Something like that. Not having my amazing potential recognized was horribly discouraging. Other things to file under Horribly Discouraging were nagging credit card bills, rent, automobile insurance, health insurance, food, the inflated cost of gas…these were the reasons I found myself metaphorically clad in a dingy old dress, sitting crumpled on the dry, barren ground, a la Scarlett O’Hara, sobbing into my apron.

I fancied myself a modern-day Scarlett. Margaret Mitchell began her wildly romantic, sweeping epic with “Scarlett O’Hara was not beautiful,” and I love a heroine I can relate to.

Scarlett was also “strong and unscrupulous, passionate and earthy.”

  • Strong: I once assembled a mini-trampoline by myself, when the directions called for three people to do the job. Three.

  • Unscrupulous: I ordered a ski bag from a big online retailer, and instead of one ski bag they sent me two ski bags. I didn’t return the second ski bag; I gave it to my sister Jessie. Returning Second Ski Bag would have required boxing and taping the bag up, getting in the car, driving to UPS, driving home from UPS. Oh God, I’m exhausted just telling you about it.

  • Passionate: Ask any of my friends how I feel about Humboldt Fog or truffle cheese.

  • Earthy: Sometimes I go to the store without makeup.


Scarlett and I also shared similar views on the topic of war: “Fiddle-dee-dee. War, war, war. This war talk’s spoiling all the fun at every party this spring. I get so bored I could scream.” This was precisely my inner monologue when party talk turned to war in the Middle East, politics in general, or whatever was on the news last night. No, I did not see that special report. Project Runway was on. I’m bored! Tell me my dress is pretty!

And Scarlett was highly inventive when it came to fashion. I haven’t yet turned my living-room curtains into a dress, but I did cut the ankle straps off a pair of platform peep-toes because they felt too restrictive.

You know what else was restrictive? The recession.

***

One day, in the middle of October, I was checking my voice mail, in the hopes that one of the résumés I had sent out had garnered some proper attention:

Voice mail: Beep, “GERRRRRRTS, it’s Warren, and no, I’m not drunk.”

I hated it when my friend Warren called me “Gerts.” I had made the mistake of telling him that “Gerty” was a nickname unfortunately bestowed upon me in junior high by a group of mean boys whose main extracurricular activity was tormenting. “Gerty Gertruuuuude!”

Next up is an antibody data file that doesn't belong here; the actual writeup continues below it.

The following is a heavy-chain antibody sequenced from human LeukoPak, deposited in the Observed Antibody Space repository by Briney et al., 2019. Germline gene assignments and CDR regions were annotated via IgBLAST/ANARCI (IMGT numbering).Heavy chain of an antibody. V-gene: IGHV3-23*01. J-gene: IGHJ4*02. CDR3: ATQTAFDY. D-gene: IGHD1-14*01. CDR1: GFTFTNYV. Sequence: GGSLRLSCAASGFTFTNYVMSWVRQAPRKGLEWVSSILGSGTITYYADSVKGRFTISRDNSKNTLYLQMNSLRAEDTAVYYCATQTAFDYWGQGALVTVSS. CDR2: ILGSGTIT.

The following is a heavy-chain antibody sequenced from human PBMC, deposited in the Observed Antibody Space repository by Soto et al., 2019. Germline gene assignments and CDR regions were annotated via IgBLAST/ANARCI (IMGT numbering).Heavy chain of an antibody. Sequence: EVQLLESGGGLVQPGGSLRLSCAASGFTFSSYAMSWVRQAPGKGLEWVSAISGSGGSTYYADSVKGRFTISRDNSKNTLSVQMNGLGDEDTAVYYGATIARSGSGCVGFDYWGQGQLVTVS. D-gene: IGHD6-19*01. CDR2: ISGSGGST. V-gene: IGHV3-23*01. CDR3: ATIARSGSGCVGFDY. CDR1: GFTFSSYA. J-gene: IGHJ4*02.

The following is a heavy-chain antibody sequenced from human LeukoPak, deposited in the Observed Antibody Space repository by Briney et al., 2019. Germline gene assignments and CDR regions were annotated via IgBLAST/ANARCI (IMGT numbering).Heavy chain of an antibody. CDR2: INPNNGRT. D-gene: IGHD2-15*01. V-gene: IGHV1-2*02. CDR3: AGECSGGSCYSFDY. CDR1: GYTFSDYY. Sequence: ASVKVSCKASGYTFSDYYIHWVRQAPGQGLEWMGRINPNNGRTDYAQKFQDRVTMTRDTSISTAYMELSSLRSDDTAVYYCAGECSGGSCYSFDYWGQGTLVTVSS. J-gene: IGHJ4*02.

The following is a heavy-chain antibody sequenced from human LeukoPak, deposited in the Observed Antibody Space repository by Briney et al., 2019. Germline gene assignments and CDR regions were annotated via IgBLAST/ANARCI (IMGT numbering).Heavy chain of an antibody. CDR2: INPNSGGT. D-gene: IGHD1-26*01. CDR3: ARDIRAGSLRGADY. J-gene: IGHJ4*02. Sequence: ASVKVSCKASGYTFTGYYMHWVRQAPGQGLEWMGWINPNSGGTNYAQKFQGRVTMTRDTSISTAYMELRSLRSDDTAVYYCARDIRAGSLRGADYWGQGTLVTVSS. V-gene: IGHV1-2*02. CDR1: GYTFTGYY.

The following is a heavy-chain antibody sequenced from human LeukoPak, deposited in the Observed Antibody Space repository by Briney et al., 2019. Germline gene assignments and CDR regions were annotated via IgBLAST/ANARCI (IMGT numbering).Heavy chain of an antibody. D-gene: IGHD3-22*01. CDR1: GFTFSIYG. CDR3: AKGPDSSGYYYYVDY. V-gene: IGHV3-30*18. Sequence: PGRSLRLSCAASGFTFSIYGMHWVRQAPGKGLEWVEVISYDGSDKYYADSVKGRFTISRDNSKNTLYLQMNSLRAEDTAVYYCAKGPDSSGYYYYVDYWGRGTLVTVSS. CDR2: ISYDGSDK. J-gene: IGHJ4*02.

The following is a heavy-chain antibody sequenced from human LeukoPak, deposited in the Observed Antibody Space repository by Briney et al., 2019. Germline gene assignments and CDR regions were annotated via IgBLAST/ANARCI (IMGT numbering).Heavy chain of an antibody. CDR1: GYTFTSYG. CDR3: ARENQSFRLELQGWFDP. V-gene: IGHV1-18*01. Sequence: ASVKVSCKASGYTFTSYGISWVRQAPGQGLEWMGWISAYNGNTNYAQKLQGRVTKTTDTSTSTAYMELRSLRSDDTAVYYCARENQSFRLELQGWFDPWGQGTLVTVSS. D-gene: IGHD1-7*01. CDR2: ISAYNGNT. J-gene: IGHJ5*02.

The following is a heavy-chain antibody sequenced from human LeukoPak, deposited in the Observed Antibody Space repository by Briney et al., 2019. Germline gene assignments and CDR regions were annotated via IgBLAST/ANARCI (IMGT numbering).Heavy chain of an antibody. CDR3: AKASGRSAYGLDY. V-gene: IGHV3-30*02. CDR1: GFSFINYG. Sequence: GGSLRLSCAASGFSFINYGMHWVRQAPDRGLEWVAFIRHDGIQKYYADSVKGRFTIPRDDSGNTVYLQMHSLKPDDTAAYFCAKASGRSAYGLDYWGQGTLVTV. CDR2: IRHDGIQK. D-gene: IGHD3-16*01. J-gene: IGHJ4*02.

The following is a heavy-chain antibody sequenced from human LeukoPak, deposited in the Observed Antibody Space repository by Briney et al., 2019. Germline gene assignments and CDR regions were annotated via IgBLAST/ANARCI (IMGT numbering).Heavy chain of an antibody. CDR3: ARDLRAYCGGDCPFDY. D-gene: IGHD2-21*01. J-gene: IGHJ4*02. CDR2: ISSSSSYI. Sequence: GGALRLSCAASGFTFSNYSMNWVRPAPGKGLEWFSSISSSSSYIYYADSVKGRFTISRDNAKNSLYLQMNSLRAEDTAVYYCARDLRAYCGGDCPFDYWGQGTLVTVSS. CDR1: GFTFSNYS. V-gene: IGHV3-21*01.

Eeeesh. The sound of that name sent me reeling back to seventh grade, when I went home from school crying almost every day. Warren was the kind of person who assigned unflattering nicknames to nearly everyone he met as a way of subtly bullying them (like “Ham Hocks” for a girl who had saddlebags). I had saved him the trouble of conjuring a label for me—he just borrowed “Gerty.” Of course no one would know “Gerty” was offensive except me, but it takes a while to rid yourself of junior high torment. I’ll probably be over it by the time I’m eighty. I only tolerated Warren’s use of the nickname because he was really funny, and he made me laugh out loud.

We met back in 1995 while teaching English at a language academy in Seoul, South Korea, and clicked immediately. He was the brother I never wanted. Teaching fussy adolescents was often a challenge, and having Warren there for comic relief made it infinitely more bearable.

Fast forward to early 2007, twelve years after Korea, when I was working for a travel company in Seattle and Warren was back to teaching English again, this time in Dubai, United Arab Emirates. Dubai had the reputation of being the Vegas of the Middle East, and Warren made his life there sound like a dream: “tons of cash, private villa, Jet Skiing to private islands,” etc. He would always casually throw out a “You should come out here and teach! It’s great!” He was prone to wild exaggeration, but from his Facebook photos, it looked like he really was enjoying himself in the style in which he was perpetually yammering. Warren on a Jet Ski, Warren feeding camels, Warren posing in front of the famed Burj Al Arab—that last one was in sepia, which really added a touch of class to the album. He seemed to be in his element in the Middle East.

That was nice for him, but it was somewhere I had no desire to go.

***

My extremely limited knowledge of the Middle East, juxtaposed with reasons I should absolutely not go there:

  • FACT: Women, typically, do not live alone.

  • FACT: I had lived in my own apartment for eight years.

  • FACT: Conservative Muslim women wear black fabric covering their heads and entire bodies.

  • FACT: Black makes me grumpy.

  • FACT: It is illegal (at least in Saudi Arabia) for women to drive.

  • FACT: I started driving when I was twelve years old.


Living, dressing, and driving were all very important things to me, a girl born in the era of Gloria Steinem. I was raised on Free to Be You and Me and Our Bodies, Ourselves and, as far as I know, neither of those has been translated into Arabic. But you know what has been translated into Arabic?

Gone with the Wind.